David , there was nothing "abstract" about what The Times was doing. Are you saying that any possible harm to national security was negligible, or irrelevant?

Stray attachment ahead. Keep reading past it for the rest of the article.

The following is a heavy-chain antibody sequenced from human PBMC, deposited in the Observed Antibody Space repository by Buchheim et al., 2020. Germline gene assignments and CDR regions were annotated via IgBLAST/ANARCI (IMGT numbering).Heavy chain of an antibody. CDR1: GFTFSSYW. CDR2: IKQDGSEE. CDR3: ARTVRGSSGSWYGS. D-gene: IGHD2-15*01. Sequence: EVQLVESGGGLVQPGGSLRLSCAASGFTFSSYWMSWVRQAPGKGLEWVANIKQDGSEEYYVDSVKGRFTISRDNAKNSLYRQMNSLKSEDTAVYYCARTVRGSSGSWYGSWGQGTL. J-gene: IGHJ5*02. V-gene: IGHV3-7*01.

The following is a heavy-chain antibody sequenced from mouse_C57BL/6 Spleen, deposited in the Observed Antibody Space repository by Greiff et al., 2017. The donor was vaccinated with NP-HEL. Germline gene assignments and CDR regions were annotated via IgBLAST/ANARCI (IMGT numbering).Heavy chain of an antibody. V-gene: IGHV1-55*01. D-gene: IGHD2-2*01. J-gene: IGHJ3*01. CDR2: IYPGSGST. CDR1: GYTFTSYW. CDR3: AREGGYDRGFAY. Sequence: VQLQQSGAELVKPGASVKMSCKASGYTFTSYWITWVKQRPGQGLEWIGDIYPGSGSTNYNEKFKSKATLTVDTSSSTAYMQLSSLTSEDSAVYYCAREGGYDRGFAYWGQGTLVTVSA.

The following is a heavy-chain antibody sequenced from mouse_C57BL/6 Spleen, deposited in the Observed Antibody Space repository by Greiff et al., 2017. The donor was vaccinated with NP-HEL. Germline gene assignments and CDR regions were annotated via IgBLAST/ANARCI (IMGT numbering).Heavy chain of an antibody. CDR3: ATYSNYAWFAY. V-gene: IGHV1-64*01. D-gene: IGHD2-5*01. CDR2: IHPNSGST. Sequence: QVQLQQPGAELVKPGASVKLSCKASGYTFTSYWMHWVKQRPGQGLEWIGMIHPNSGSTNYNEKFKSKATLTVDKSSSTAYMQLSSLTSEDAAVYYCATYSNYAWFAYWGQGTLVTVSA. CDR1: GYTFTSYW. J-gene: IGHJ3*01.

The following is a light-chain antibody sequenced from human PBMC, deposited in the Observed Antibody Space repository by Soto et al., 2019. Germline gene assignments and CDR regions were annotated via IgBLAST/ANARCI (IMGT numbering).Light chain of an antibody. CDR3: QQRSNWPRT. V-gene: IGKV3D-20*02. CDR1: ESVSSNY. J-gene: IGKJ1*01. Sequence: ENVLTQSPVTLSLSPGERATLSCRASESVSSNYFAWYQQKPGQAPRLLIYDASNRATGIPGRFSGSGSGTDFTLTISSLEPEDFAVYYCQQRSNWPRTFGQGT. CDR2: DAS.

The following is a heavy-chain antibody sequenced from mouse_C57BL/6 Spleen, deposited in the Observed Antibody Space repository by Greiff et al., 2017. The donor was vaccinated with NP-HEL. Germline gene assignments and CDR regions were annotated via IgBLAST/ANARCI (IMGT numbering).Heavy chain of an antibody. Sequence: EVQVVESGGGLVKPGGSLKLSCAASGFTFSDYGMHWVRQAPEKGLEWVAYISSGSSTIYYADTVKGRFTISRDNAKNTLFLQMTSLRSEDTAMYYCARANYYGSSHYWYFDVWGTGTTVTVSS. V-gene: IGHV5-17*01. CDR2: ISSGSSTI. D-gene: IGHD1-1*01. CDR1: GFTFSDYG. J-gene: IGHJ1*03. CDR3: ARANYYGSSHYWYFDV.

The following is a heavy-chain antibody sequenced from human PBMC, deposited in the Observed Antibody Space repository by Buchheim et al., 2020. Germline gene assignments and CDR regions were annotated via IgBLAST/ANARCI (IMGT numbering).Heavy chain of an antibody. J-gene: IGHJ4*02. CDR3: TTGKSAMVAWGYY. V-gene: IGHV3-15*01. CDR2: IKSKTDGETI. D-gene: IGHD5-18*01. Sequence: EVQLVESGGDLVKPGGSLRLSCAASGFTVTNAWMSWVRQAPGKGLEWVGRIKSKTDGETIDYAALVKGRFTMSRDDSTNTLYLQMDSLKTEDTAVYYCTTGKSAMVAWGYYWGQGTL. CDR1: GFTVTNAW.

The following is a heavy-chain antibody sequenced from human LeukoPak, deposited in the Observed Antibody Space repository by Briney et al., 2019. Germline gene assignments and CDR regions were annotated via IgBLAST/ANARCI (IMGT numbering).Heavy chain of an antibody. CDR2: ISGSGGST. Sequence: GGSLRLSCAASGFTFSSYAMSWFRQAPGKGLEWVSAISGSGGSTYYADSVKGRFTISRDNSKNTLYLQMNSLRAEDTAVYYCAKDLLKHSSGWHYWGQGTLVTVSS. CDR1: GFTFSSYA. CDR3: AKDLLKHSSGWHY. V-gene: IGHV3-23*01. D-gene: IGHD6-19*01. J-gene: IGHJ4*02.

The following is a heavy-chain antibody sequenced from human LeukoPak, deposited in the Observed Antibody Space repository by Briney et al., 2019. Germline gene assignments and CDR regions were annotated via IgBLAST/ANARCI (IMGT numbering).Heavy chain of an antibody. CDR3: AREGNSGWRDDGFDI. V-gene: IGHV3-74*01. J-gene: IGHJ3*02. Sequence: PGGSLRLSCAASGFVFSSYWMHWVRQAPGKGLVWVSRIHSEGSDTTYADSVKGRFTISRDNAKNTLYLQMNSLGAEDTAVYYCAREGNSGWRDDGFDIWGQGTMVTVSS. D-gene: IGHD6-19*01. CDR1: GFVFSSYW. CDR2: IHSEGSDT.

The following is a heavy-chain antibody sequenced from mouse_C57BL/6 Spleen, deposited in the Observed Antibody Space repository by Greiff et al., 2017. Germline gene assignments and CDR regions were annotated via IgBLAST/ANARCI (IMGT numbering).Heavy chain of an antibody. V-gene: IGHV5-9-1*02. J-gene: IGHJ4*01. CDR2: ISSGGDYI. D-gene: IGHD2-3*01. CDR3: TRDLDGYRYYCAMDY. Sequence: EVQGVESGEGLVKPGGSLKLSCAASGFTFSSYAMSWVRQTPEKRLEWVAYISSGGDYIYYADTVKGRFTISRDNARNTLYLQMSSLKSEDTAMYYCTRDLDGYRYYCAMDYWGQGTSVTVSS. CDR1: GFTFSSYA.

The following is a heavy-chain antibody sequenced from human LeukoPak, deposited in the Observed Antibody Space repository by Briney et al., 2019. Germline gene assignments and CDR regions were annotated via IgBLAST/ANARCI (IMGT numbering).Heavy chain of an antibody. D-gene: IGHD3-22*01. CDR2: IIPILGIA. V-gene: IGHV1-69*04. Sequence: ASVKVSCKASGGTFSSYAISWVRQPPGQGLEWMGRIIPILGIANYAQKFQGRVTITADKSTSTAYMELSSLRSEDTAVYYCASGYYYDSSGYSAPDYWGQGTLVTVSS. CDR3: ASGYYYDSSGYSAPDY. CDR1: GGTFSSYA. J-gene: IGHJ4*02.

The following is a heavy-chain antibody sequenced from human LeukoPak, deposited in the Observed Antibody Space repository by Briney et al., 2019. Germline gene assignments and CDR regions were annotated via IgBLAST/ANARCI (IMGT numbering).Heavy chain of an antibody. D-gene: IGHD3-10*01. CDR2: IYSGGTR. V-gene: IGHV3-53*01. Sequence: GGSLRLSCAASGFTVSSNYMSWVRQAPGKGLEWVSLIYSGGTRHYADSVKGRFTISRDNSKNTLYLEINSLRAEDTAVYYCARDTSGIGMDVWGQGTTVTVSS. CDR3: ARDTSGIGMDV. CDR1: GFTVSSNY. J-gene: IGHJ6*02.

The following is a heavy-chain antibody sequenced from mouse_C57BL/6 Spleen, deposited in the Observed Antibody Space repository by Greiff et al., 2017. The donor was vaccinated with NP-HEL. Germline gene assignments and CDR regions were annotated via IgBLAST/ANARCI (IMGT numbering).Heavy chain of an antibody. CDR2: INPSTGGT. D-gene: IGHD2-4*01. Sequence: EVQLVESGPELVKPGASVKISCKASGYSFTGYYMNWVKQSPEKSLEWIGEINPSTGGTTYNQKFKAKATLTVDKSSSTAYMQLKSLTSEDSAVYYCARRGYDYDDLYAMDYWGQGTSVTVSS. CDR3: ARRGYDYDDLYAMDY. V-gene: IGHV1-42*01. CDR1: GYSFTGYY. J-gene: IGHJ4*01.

I did not argue that The Times should not have disclosed the existence of the program, a question about which I have no opinion, having no access to the relevant facts. The question was whether The Times went about making its decision in a responsible way. Nothing in Lichtblau's account gives one confidence that it did. One ought, at least, to wonder whether the "unseemly competitive motive" of newspapers--you put it so much less heroically than Lichtblau does--should be expected to result in publication decisions that serve the national interest in the post 9/11 world. Let us examine the evidence rather than consult the oracles at the Columbia School of Journalism.